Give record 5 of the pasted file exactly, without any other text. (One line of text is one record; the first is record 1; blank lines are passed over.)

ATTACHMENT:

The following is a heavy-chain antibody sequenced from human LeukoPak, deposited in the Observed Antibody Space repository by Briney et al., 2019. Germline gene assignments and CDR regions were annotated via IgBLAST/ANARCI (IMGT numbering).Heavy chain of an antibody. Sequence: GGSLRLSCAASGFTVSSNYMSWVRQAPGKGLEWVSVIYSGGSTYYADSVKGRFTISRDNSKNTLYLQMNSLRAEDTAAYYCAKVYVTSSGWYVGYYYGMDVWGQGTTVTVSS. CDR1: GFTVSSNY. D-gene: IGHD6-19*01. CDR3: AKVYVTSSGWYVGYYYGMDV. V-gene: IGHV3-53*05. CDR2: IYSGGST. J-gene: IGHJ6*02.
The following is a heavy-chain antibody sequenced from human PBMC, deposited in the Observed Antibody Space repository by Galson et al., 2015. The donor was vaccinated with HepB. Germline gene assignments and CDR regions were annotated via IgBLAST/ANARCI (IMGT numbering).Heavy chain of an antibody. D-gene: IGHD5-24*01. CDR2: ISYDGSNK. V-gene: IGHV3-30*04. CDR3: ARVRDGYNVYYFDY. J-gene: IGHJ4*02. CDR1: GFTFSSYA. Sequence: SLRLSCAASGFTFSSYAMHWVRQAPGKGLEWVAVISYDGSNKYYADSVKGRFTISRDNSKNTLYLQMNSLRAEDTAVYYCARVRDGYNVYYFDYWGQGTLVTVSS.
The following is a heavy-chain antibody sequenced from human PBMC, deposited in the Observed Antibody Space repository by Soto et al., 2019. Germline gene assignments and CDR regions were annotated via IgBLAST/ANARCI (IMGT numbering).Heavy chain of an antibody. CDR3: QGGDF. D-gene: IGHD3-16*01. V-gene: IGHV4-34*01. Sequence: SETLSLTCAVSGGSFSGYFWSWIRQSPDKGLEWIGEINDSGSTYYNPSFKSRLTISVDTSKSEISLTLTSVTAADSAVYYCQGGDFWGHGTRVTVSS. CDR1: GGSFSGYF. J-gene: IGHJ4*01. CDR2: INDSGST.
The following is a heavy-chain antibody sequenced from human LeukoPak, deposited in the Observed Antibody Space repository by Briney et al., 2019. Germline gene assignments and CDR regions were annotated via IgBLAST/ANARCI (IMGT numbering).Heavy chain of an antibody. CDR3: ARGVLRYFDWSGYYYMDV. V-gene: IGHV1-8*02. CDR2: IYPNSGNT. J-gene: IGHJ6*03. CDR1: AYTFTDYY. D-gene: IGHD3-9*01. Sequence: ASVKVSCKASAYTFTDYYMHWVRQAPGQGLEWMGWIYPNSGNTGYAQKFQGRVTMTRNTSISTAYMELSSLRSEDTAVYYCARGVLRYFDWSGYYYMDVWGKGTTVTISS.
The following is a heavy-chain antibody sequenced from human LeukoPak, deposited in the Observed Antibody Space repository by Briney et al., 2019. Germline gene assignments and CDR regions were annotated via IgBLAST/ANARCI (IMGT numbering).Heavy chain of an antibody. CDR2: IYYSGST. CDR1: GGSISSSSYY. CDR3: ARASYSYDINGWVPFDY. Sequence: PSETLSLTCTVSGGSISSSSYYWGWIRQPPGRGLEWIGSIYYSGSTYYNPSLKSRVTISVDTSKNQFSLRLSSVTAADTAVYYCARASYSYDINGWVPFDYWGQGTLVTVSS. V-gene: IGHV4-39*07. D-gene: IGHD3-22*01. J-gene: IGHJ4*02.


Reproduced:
The following is a heavy-chain antibody sequenced from human LeukoPak, deposited in the Observed Antibody Space repository by Briney et al., 2019. Germline gene assignments and CDR regions were annotated via IgBLAST/ANARCI (IMGT numbering).Heavy chain of an antibody. CDR2: IYYSGST. CDR1: GGSISSSSYY. CDR3: ARASYSYDINGWVPFDY. Sequence: PSETLSLTCTVSGGSISSSSYYWGWIRQPPGRGLEWIGSIYYSGSTYYNPSLKSRVTISVDTSKNQFSLRLSSVTAADTAVYYCARASYSYDINGWVPFDYWGQGTLVTVSS. V-gene: IGHV4-39*07. D-gene: IGHD3-22*01. J-gene: IGHJ4*02.